In brief: Recent significant variations to modern awards will impact how employers should approach bargaining for new enterprise agreements.
As part of the 4-yearly review of modern awards being undertaken by the Fair Work Commission (FWC), a number of variations have been made modern awards which should be considered when employers are bargaining for new enterprise agreements and submitting them for approval against the better off overall test (BOOT).
Changes to entitlements in most modern awards
The following significant changes to entitlements have recently been made in most modern awards:
- leave to deal with family and domestic violence
- right to request casual conversion
- minimum engagement periods for part-time and casual employees
- requirement to pay entitlements on termination within 7 days;
- limit on deductions from wages on termination of employment;
- changes to penalty rates for retail employees;
- proposed changes to allowances under the Construction awards (from 1 December 2018).
Does the BOOT fit?
In accordance with section 193 of the Fair Work Act 2009 (Cth), the BOOT is measured “as at the test time”, being the date the enterprise agreement is lodged with the FWC, not the date it was voted up by employees.
According to a recent announcement from the FWC, this means that “any changes made to awards prior to lodgment will be taken into consideration when a Commission Member assesses your agreement for the BOOT”.
Therefore, variations to modern awards, such as the entitlements referred to above, will need to form the basis of undertakings if the agreement is unlikely to meet the BOOT and the varied entitlements were not taken into account when the agreement was made.
FWC recommends the inclusion of a NES precedent clause in all enterprise agreements
The FWC has also recommended employers use a “NES precedent clause” for inclusion in all enterprise agreements submitted to the FWC to address situations where a clause in an enterprise agreement is inconsistent with the National Employment Standards. The proposed clause is intended to reduce the incidence of FWC members requesting undertakings, so that where there is any inconsistency, the more generous entitlements under the NES will prevail over provisions in an agreement. An example of the clause is:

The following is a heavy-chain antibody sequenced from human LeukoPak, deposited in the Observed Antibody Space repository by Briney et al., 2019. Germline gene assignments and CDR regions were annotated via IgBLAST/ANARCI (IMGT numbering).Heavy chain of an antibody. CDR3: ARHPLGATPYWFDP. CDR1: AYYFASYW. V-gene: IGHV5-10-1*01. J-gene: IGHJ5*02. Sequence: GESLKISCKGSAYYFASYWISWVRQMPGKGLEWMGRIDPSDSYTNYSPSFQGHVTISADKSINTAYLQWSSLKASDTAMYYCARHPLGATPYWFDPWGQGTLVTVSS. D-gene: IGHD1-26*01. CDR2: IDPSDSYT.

“This Agreement will be read and interpreted in conjunction with the National Employment Standards (NES). Where there is an inconsistency between this agreement and the NES, and the NES provides a greater benefit, the NES provision will apply to the extent of the inconsistency.”
Reduce the risk of an agreement being declined by the FWC
Employers are encouraged to seek advice prior to submitting agreements for approval to the FWC to ensure the BOOT is met and the agreement is approved, taking into account the range of significant variations to modern awards recently introduced. A proactive approach will reduce the risk of an agreement being declined approval by the FWC, which statistics reveal is an increasingly common occurrence.
This is commentary published by Colin Biggers & Paisley for general information purposes only. This should not be relied on as specific advice. You should seek your own legal and other advice for any question, or for any specific situation or proposal, before making any final decision. The content also is subject to change. A person listed may not be admitted as a lawyer in all States and Territories. © Colin Biggers & Paisley, Australia 2022.